Water-logged roots

after the storm

there is a dryad on my roof

and the river is licking the porch

like it can taste freedom in the foundation

got news for you, bayou baby,

there’s only things to hold you back in there

best look elsewhere for escape.

I splash out to take a better look

and the tree tells me to be careful of fire ants

floating spheres of pain

surrounding the precious queen in the middle

ready to swarm.

Well, I’m not impressed with that.

We’re all trying to protect something

(aren’t we?)

and we’ll sting to do so if it comes down to it.

Besides, I’ve got on my granddaddy’s waders

they still smell like fish and stale cigarette smoke

though he’s been gone twelve years now

if the reek of memories won’t keep the biting things back

maybe his ghost will.

My granddaddy didn’t care about flood or fire 

he set the lawn ablaze once with a careless butt

smoke and flame carried on the wind of dryer days

but that’s long passed now

and I’m past the washed-out gravel driveway

looking back

at the combination of oak and house 

thinking sweaty chainsaw thoughts

though she looks so pretty up there

such a jaunty angle

crowning the house with leaves

She says she don’t care what I do,

being uprooted makes her cavalier like that 

but maybe I care.

I slap a mosquito off my arm

and consider the smear of blood there 

thicker than water, they say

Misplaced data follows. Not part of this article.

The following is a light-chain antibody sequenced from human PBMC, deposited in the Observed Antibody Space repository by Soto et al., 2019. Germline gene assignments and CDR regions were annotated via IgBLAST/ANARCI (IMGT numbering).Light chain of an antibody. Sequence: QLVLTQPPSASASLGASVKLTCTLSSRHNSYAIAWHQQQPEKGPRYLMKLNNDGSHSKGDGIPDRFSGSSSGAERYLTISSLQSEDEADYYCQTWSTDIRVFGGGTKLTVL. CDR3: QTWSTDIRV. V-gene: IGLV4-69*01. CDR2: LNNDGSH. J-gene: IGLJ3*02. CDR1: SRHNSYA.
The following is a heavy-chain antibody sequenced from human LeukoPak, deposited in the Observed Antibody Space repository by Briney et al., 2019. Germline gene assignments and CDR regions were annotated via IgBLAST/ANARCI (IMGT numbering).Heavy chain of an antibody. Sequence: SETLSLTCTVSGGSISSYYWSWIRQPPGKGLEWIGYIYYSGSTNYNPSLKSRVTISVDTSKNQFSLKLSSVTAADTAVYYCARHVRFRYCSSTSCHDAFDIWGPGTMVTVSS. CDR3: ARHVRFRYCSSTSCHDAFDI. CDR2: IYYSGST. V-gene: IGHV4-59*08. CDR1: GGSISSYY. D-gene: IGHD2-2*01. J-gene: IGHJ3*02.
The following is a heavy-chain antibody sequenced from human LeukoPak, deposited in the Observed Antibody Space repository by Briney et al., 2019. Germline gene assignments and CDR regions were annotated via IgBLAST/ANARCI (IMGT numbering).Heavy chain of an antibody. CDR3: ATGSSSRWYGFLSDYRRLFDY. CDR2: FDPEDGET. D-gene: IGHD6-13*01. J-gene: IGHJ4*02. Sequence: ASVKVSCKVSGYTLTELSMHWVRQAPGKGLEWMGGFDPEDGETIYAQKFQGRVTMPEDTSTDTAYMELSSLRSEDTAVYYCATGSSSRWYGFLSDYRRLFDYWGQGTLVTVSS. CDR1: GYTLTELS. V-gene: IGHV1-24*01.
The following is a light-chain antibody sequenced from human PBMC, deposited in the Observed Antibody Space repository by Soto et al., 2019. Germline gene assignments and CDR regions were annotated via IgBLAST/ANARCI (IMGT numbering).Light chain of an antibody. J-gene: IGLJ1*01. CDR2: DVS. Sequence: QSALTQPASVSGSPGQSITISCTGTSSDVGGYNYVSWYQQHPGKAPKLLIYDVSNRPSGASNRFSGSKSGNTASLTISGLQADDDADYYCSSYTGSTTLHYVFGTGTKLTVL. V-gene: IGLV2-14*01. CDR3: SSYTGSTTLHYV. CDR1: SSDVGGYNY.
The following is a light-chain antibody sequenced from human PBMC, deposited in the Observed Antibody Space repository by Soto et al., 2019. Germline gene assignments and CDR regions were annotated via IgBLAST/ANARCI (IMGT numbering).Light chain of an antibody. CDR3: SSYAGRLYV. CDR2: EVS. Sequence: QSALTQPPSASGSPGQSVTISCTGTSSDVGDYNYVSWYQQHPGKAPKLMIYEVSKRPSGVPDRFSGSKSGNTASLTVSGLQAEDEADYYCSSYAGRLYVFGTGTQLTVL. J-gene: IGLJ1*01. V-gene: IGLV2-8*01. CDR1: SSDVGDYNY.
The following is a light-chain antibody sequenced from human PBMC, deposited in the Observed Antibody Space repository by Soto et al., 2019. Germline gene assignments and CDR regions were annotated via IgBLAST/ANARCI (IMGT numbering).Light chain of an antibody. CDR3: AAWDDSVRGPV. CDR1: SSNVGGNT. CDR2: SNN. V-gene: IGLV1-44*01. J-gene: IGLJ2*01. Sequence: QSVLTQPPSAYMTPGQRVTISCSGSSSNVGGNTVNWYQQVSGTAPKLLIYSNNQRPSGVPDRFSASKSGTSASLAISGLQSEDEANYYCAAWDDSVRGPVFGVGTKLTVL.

though I never did know what density has to do with it

so little floats in this brackish mess

but underneath the oak branches

in the broken eggshell attic 

are baby books, old military uniforms

fishing poles, holiday ornaments

yearbooks nibbled by silverfish

all being caressed by the dryad’s twiggy fingers.

Right then

with the sun slanting through the clouds

and mud churning around boots

my heart whispers

let the beetles have it

let the gators sleep like logs in front of the tv

and eat defrosted frozen meals

let the sandhill cranes stalk through the living room

and the bedrooms fill with black mold

eating baby blankets and pillows and teddy bears

spreading like gravy stains on the thanksgiving dinner linens

I’m done protecting this stuff

and ready to put me at the center 

swarming for dryer land and better places

there’s a car in the garage

gassed up, right next to the mower

ready to go

I don’t care about water getting in

I just want to get out

little metal ants are marching down the interstate

back into the state they fled

ready for reconstruction

clogging the roadways south

while my eye turns north

just like the storm did

considering deconstruction instead

right now

this moment

the getting is good

let’s go

mm

Author: Cislyn Smith

Cislyn Smith (she/her) likes playing pretend, playing games, and playing with words. She grew up in Florida but calls Madison, Wisconsin her home now. She has been known to crochet tentacles, write stories at odd hours, and study stone dead languages. She is occasionally dismayed by the lack of secret passages in her house. Cislyn’s poems and stories have appeared in Strange Horizons, Diabolical Plots, and Daily Science Fiction, among other places. She is a first reader for Uncanny Magazine and Giganotosaurus, a graduate of the Viable Paradise Workshop, and one of the founding members of the Dream Foundry.

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